What You Can Do To Help Yourself

While self-help measures may not cure restless leg syndrome (RLS) completely, they can help manage the symptoms and improve your quality of life. Here are some self-help strategies that may be beneficial:

  1. Establish a regular sleep routine: Maintain a consistent sleep schedule by going to bed and waking up at the same time every day. Sufficient sleep can help alleviate RLS symptoms.

  2. Regular exercise: Engage in moderate exercise regularly, such as walking, swimming, or cycling. Exercise can help reduce symptoms and promote better sleep. However, avoid intense workouts close to bedtime.

  3. Warm baths or massages: Taking a warm bath before bedtime or receiving a massage can relax your muscles and alleviate RLS discomfort.

  4. Apply heat or cold packs: Experiment with hot or cold packs on your legs to find out which provides relief for you. Apply them to the affected areas for temporary relief from symptoms.

  5. Avoid triggers: Identify and avoid substances or activities that worsen your symptoms. Common triggers include caffeine, alcohol, nicotine, and certain medications. Consult your healthcare provider for a comprehensive list of potential triggers.

  6. Practice relaxation techniques: Techniques like deep breathing, progressive muscle relaxation, and yoga can help reduce stress levels and promote relaxation, potentially improving RLS symptoms.

  7. Maintain a healthy lifestyle: Follow a balanced diet, stay hydrated, and manage stress effectively. These lifestyle factors can contribute to overall well-being and potentially minimize RLS symptoms.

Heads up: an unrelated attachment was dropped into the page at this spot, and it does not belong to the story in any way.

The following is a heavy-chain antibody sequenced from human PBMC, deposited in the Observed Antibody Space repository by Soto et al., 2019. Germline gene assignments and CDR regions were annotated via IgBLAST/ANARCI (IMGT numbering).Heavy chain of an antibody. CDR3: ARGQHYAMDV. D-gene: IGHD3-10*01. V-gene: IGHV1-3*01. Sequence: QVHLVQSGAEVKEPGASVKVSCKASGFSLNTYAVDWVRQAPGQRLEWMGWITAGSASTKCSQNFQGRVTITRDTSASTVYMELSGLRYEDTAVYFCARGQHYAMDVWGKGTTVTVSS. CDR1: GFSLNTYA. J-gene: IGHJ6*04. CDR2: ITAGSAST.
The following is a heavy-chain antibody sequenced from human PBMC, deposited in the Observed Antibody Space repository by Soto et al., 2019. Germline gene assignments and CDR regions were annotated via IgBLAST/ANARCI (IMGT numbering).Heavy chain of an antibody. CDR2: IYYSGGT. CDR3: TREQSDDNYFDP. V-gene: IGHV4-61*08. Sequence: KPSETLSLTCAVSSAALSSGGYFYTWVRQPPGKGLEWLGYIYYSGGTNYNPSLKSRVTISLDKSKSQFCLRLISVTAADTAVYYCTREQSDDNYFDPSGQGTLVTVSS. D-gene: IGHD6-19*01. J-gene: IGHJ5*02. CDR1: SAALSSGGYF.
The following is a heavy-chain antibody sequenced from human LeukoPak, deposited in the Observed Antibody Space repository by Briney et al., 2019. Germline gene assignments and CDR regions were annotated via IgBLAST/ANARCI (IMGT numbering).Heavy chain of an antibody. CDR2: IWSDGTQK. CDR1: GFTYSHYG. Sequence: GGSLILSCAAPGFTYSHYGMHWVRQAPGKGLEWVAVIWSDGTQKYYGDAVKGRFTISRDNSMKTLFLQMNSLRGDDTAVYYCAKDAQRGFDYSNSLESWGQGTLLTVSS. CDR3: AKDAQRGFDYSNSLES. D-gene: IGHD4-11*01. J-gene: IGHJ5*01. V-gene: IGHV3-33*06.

8. Leg stretches and movements: Regularly perform gentle leg stretches, ankle rolls, and other leg movements to improve circulation and reduce discomfort. Avoid sitting or standing for prolonged periods.

  9. Use distractions: Engage in activities that divert your attention from RLS sensations, such as reading, watching TV, or listening to music. Keeping your mind occupied can help reduce symptom awareness.

  10. Improve sleep environment: Ensure your sleep environment is conducive to restful sleep. Create a comfortable, cool, and dark space with minimal distractions to promote better sleep quality.


  1. Mayo Clinic. Restless Leg Syndrome. URL: https://www.mayoclinic.org/diseases-conditions/restless-legs-syndrome/symptoms-causes/syc-20377168 – Last visited: 7th Aug. 2021

  2. Raissi, G. R., Forogh, B., Ahadi, T., Ghahramanpoori, S., Ghaboussi, P., & Sajadi, S. (2017). Evaluation of Acupuncture in the Treatment of Restless Legs Syndrome: A Randomized Controlled Trial. Journal of acupuncture and meridian studies, 10(5), 346–350. https://doi.org/10.1016/j.jams.2017.08.004

  3. Bega, D., & Malkani, R. (2016). Alternative treatment of restless legs syndrome: an overview of the evidence for mind-body interventions, lifestyle interventions, and neutraceuticals. Sleep medicine, 17, 99–105. https://doi.org/10.1016/j.sleep.2015.09.009

  4. Pan, W., Wang, M., Li, M., Wang, Q., Kwak, S., Jiang, W., & Yamamoto, Y. (2015). Actigraph evaluation of acupuncture for treating restless legs syndrome. Evidence-based complementary and alternative medicine : eCAM, 2015, 343201. https://doi.org/10.1155/2015/343201